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Ujjal Bhawal – 講題摘要

Prof. Ujjal Bhawal  (Bangladesh)

EDUCATIONAL BACKGROUND

1987-1993             Dhaka Dental College, Bangladesh(DDS)
1997-2001             Hiroshima University Graduate School of Dentistry, Japan(Ph.D. from Hiroshima University)

RESEARCH AND PROFESSIONAL EXPERIENCE
2004-2006             Research Fellow, Department of Biochemistry, Hiroshima University  School of Dentistry, Japan
2006-present         Researcher, Department of Molecular Pathology, Nara Medical University,Japan
2006-2011             Research Fellow, Kanagawa Dental University, Japan
2011-present         Visiting Lecturer, Kanagawa Dental University, Japan
2011-present         Assistant Professor, Department of Biochemistry and Molecular Biology, Nihon University School of Dentistry at Matsudo, Japan

 

Topic :

Low Level Laser Therapy (LLLT): Drug free pain relief and better healing

 

Abstract :

OBJECTIVE: Clinical applications for low-level laser therapy (LLLT) include xerostomia, wound healing, and treatment for various forms of inflammation. However, the mechanisms of cell proliferation and anti-inflammatory effects induced by LLLT are still poorly understood. Diabetes can lead to a marked dysfunction of the secretory capacity in salivary glands.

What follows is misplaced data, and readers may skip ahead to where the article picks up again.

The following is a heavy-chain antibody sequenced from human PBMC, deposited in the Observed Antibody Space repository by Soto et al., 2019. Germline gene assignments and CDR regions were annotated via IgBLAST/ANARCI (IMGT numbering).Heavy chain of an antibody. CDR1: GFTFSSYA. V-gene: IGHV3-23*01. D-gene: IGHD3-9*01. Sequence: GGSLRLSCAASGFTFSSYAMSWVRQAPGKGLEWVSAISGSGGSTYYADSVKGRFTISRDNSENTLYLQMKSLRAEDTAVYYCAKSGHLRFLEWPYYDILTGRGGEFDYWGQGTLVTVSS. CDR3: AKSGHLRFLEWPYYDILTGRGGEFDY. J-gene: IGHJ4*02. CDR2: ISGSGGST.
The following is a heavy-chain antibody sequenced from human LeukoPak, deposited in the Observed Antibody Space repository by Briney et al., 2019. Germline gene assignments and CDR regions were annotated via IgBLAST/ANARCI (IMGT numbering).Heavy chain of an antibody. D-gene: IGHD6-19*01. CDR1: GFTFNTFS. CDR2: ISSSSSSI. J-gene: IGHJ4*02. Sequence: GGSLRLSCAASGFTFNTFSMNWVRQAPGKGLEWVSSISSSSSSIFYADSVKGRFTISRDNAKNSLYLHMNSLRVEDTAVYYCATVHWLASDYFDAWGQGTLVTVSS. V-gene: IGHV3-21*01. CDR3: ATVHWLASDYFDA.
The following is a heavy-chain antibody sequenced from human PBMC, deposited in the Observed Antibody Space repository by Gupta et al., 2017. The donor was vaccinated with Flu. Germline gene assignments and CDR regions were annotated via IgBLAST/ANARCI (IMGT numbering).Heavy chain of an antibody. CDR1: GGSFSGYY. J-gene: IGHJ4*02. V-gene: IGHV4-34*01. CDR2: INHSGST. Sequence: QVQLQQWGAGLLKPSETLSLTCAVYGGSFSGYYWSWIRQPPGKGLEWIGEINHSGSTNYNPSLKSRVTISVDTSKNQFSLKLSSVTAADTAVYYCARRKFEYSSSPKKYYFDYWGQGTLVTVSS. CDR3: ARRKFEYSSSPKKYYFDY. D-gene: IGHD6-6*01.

RESEARCH DESIGN: Experimental diabetic rat model was induced by administration of streptozotocin. Twenty-nine days after the induction, the submandibular glands (SMG) of experimental groups (DL) were irradiated with diode laser with energy density of 20J/cm² (660nm/70mW). The animals were euthanized, and the SMG was dissected 24 hours after irradiation.

RESULTS: LLLT reduced the inflammation markers, HMGB1 and AGE, and increased proliferation of salivary glands cells through cAMP/CREB signaling pathway, mediated by p42/44 MAPK signaling. LLLT also decreased TNF-α-induced apoptosis in diabetic salivary glands via caspase-3 pathway.

CONCLUSIONS: These findings elucidate a mechanism for LLLT that function in cell proliferation and survival of diabetic rat SMG via cAMP/CREB signaling pathway, mediated by p42/44 MAPK signaling. Taken together, LLLT may have a great therapeutic potential in the treatment of degenerative changes in diabetic salivary glands, by attenuating inflammation and cell death. Furthermore, increasing proliferation, that can contribute to improve the salivary gland function in diabetes.